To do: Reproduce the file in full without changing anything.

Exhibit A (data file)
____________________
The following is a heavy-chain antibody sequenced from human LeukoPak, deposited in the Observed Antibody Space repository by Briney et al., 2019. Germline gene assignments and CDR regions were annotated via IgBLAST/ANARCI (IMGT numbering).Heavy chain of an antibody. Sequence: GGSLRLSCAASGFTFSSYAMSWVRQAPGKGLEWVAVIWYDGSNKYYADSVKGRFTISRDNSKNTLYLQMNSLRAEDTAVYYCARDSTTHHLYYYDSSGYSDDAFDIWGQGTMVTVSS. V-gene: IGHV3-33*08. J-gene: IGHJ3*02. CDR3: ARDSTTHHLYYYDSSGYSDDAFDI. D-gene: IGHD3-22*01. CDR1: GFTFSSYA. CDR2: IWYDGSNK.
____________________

The following is a heavy-chain antibody sequenced from human LeukoPak, deposited in the Observed Antibody Space repository by Briney et al., 2019. Germline gene assignments and CDR regions were annotated via IgBLAST/ANARCI (IMGT numbering).Heavy chain of an antibody. Sequence: GGSLRLSCAASGFTFSSYAMSWVRQAPGKGLEWVAVIWYDGSNKYYADSVKGRFTISRDNSKNTLYLQMNSLRAEDTAVYYCARDSTTHHLYYYDSSGYSDDAFDIWGQGTMVTVSS. V-gene: IGHV3-33*08. J-gene: IGHJ3*02. CDR3: ARDSTTHHLYYYDSSGYSDDAFDI. D-gene: IGHD3-22*01. CDR1: GFTFSSYA. CDR2: IWYDGSNK.